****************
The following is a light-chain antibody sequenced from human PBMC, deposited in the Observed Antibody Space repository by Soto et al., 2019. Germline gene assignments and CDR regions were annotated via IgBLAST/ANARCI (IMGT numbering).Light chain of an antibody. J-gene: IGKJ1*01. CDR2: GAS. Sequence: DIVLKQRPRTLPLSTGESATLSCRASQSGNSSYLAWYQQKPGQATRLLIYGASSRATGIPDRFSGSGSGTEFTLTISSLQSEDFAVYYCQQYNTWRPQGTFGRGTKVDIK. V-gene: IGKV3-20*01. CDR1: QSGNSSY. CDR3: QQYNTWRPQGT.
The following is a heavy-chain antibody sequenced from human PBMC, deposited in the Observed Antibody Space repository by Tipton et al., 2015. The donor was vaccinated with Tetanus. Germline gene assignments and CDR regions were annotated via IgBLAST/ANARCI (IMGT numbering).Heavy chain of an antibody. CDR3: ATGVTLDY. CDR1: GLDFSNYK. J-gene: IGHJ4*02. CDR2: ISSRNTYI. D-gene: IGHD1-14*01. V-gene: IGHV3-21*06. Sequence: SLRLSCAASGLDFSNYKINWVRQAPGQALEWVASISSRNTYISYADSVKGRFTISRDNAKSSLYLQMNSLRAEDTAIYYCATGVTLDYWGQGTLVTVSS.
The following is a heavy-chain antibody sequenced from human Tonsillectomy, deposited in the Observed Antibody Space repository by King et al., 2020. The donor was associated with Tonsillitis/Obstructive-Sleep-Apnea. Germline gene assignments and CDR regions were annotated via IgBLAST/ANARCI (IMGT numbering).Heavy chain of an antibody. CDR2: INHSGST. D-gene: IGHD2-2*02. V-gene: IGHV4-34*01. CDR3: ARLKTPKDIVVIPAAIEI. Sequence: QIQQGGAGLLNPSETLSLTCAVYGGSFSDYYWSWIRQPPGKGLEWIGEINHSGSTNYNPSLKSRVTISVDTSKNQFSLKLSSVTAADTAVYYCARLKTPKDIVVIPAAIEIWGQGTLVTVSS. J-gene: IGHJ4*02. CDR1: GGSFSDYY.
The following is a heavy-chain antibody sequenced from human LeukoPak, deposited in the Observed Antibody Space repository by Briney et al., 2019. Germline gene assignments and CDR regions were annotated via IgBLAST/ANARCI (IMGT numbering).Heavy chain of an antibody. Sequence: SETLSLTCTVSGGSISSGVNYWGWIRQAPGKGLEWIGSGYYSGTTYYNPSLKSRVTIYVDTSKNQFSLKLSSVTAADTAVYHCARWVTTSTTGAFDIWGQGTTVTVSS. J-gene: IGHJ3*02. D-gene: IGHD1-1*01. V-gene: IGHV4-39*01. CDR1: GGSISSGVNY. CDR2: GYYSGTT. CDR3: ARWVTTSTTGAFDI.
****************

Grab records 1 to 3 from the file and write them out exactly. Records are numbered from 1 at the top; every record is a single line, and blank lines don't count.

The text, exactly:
The following is a light-chain antibody sequenced from human PBMC, deposited in the Observed Antibody Space repository by Soto et al., 2019. Germline gene assignments and CDR regions were annotated via IgBLAST/ANARCI (IMGT numbering).Light chain of an antibody. J-gene: IGKJ1*01. CDR2: GAS. Sequence: DIVLKQRPRTLPLSTGESATLSCRASQSGNSSYLAWYQQKPGQATRLLIYGASSRATGIPDRFSGSGSGTEFTLTISSLQSEDFAVYYCQQYNTWRPQGTFGRGTKVDIK. V-gene: IGKV3-20*01. CDR1: QSGNSSY. CDR3: QQYNTWRPQGT.
The following is a heavy-chain antibody sequenced from human PBMC, deposited in the Observed Antibody Space repository by Tipton et al., 2015. The donor was vaccinated with Tetanus. Germline gene assignments and CDR regions were annotated via IgBLAST/ANARCI (IMGT numbering).Heavy chain of an antibody. CDR3: ATGVTLDY. CDR1: GLDFSNYK. J-gene: IGHJ4*02. CDR2: ISSRNTYI. D-gene: IGHD1-14*01. V-gene: IGHV3-21*06. Sequence: SLRLSCAASGLDFSNYKINWVRQAPGQALEWVASISSRNTYISYADSVKGRFTISRDNAKSSLYLQMNSLRAEDTAIYYCATGVTLDYWGQGTLVTVSS.
The following is a heavy-chain antibody sequenced from human Tonsillectomy, deposited in the Observed Antibody Space repository by King et al., 2020. The donor was associated with Tonsillitis/Obstructive-Sleep-Apnea. Germline gene assignments and CDR regions were annotated via IgBLAST/ANARCI (IMGT numbering).Heavy chain of an antibody. CDR2: INHSGST. D-gene: IGHD2-2*02. V-gene: IGHV4-34*01. CDR3: ARLKTPKDIVVIPAAIEI. Sequence: QIQQGGAGLLNPSETLSLTCAVYGGSFSDYYWSWIRQPPGKGLEWIGEINHSGSTNYNPSLKSRVTISVDTSKNQFSLKLSSVTAADTAVYYCARLKTPKDIVVIPAAIEIWGQGTLVTVSS. J-gene: IGHJ4*02. CDR1: GGSFSDYY.